Did NXIVM try to improve their branding through propaganda?
NXIVM had a lot of tricks up its sleeve to recruit and hold onto members. From recruiting members from Hollywood and the wealthy elite to implementing teachings that clamp down on disloyalty, NXIVM had their marketing down inside & outside their organization.
As shown in HBO’s The Vow, NXIVM was an umbrella for many projects. While the more nefarious, like the sex cult DOS, was embedded in there, more benign-seeming groups dedicated to education & outreach also existed, including branding . . . as in marketing, not the kind DOS did.
NXIVM had a lot of ambitious projects underway that The Vow detailed. Here are two of the strangest ones.
An animated NXIVM film
Mark Vicente, a documentarian who joined NXIVM, always wanted to make his own feature films. He looked to his idol, George Lucas of Star Wars fame, for inspiration when he approached Keith Raniere about making an NXIVM movie.
Vicente had some background in animation, but most of his work was with documentaries. However, when he & Raniere began working on a possible NXIVM feature film, Vicente was stoked.
The cartoon series would be called Carbon Crimes. It would follow a senator’s assistant who “struggles with lying” (and looks like Mark Vicente) until he meets a professor. Said professor is an obvious stand-in for Keith Raniere, named Erik Einhardt. The professor would teach the protagonist about NXIVM’s teachings, essentially turning the film into a giant NXIVM outreach propaganda piece.
Fantasy as control
Just after Vicente started working with Keith Raniere on storyboards, he found out about DOS. The episodes in The Vow that detail the animated film show Vicente & Raniere’s conversations moving away from the project and towards allegations that a sex cult is growing in NXIVM.
According to a guest essay on The Frank Report by Heidi Hutchinson, Keith Raniere would use fiction to control his members. He would characterize Barbara Bouchey as Dagny Taggart, the female protagonist from Atlas Shrugged (Raniere characterized himself as John Galt), before she fled NXIVM. Hutchinson writes that Raniere told her sister, Gina, that she was a reincarnated Buddhist god.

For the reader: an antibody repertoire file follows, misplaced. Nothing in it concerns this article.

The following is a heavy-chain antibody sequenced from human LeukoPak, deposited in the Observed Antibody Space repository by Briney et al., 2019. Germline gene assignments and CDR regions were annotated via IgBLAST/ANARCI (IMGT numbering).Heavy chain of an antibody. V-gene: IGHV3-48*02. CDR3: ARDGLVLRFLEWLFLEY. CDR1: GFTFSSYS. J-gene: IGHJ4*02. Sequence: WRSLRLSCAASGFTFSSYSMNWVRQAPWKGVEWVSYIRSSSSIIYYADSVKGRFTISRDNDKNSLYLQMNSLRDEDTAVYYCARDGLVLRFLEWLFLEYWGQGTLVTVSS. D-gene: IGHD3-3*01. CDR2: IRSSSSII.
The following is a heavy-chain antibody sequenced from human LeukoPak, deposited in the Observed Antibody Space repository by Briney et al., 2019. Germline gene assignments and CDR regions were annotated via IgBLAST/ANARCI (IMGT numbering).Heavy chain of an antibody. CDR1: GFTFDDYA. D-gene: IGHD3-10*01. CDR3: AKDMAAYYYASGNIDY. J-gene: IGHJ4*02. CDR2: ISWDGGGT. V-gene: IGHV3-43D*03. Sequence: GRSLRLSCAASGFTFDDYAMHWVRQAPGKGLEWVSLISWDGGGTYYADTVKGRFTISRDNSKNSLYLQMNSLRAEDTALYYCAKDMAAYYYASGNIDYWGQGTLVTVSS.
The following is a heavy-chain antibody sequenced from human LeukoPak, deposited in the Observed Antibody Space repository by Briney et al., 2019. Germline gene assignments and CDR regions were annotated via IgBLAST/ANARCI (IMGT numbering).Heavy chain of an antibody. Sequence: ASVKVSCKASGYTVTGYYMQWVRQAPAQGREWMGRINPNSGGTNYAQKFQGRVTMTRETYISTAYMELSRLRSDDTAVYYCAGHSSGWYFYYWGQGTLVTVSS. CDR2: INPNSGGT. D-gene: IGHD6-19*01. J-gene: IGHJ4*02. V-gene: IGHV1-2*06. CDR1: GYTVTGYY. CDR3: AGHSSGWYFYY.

However, the fantasy couldn’t last long. As scrutiny around NXIVM grew, they had to reach out and brand themselves in facts.
Around 2017, as local sources like The Times Union and The Frank Report started reporting on NXIVM’s cult activities (but before The New York Times reported the branding), NXIVM put together their own news media outlet. Their stated mission was to combat “fake news.” Really, it was part of their plan to combat increasing bad press about NXIVM.
The Knife, or The Knife of Aristotle, or Knife Media, would be a paid subscription where analysts from NXIVM would tell you how “biased” your news source was. Brock Wilbur, a former employee of The Knife described it as “like Snopes, but more journalistic.”
Wilbur said The Knife seemed like a godsend to him, especially as media bias hit close to home. “My mom fell for a story about Trump destroying ISIS on his first day in office. My dad repeatedly asked my mother what the name of the sites were that she was getting this information from, insisting that if it didn’t end in dot com, it probably wasn’t real,” he described.
A bad cover for a propaganda machine
Kenny Herzog, who wrote about his experience interviewing for The Knife in Entrepreneur, found out quickly that The Knife was a front for NXIVM. After asking some “tough questions” during an interview, he was turned down with a message from his would-be trainer:
“It appears that you believe what the internet reports on us is true. If that is the case, and you are not willing to question what the media reports in general, then yes, it’s best that you not pursue this opportunity. We seek people who are able to sort through dishonorable information and distinguish that from ethical reporting,” the correspondent said.
The response was in line with information we got from the latest episode of The Vow. Keith Raniere wanted people who would come into NXIVM with “an open mind,” people who didn’t believe the news stories, but looked for answers.